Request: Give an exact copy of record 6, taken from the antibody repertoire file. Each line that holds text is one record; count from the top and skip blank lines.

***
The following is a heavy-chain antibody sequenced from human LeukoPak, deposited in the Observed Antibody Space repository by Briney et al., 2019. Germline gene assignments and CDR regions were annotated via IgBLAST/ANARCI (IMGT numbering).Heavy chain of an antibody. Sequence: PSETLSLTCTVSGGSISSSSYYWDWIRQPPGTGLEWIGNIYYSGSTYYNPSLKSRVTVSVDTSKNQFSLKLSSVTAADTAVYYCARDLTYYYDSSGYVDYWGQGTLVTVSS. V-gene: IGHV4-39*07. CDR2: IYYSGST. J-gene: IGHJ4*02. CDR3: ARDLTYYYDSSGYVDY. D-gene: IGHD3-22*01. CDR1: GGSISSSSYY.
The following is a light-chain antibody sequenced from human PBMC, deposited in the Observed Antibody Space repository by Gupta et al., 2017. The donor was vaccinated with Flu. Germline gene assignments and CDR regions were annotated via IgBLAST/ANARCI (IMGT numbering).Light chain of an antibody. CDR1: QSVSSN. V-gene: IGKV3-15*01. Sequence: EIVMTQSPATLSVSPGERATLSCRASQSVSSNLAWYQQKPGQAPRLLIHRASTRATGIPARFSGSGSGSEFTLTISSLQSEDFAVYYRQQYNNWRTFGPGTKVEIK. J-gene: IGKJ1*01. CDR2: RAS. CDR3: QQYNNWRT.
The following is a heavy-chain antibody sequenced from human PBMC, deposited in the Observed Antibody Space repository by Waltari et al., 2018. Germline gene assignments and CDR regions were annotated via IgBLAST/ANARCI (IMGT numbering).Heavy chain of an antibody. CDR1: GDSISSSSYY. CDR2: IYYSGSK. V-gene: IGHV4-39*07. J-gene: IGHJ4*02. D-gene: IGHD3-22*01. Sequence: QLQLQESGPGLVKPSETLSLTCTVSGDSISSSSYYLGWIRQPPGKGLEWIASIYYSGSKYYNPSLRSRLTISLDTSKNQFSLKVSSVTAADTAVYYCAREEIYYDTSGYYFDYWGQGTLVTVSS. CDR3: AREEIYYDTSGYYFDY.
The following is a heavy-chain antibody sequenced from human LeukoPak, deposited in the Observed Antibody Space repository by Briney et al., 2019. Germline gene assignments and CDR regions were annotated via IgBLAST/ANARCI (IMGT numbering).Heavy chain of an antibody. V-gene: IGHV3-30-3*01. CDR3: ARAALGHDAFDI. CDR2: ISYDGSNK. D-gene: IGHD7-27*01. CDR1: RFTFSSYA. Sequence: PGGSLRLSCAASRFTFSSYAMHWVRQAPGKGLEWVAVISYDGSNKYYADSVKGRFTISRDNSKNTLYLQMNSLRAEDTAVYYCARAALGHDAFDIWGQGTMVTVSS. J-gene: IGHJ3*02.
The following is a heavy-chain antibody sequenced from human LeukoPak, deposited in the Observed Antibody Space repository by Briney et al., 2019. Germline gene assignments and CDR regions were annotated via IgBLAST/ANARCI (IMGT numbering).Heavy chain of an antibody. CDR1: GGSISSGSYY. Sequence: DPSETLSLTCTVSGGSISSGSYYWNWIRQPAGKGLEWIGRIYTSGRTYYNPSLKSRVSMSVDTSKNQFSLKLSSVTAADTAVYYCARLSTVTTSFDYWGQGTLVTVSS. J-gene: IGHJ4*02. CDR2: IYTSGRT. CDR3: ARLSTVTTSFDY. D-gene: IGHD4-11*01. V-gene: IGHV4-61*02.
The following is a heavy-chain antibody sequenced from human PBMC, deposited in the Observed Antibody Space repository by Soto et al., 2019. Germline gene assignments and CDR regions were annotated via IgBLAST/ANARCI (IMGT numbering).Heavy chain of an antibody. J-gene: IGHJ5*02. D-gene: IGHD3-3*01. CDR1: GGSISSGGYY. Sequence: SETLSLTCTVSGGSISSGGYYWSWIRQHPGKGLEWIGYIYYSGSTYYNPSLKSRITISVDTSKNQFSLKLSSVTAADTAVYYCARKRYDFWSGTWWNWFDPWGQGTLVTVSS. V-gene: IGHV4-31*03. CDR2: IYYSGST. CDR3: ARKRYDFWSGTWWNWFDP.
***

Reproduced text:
The following is a heavy-chain antibody sequenced from human PBMC, deposited in the Observed Antibody Space repository by Soto et al., 2019. Germline gene assignments and CDR regions were annotated via IgBLAST/ANARCI (IMGT numbering).Heavy chain of an antibody. J-gene: IGHJ5*02. D-gene: IGHD3-3*01. CDR1: GGSISSGGYY. Sequence: SETLSLTCTVSGGSISSGGYYWSWIRQHPGKGLEWIGYIYYSGSTYYNPSLKSRITISVDTSKNQFSLKLSSVTAADTAVYYCARKRYDFWSGTWWNWFDPWGQGTLVTVSS. V-gene: IGHV4-31*03. CDR2: IYYSGST. CDR3: ARKRYDFWSGTWWNWFDP.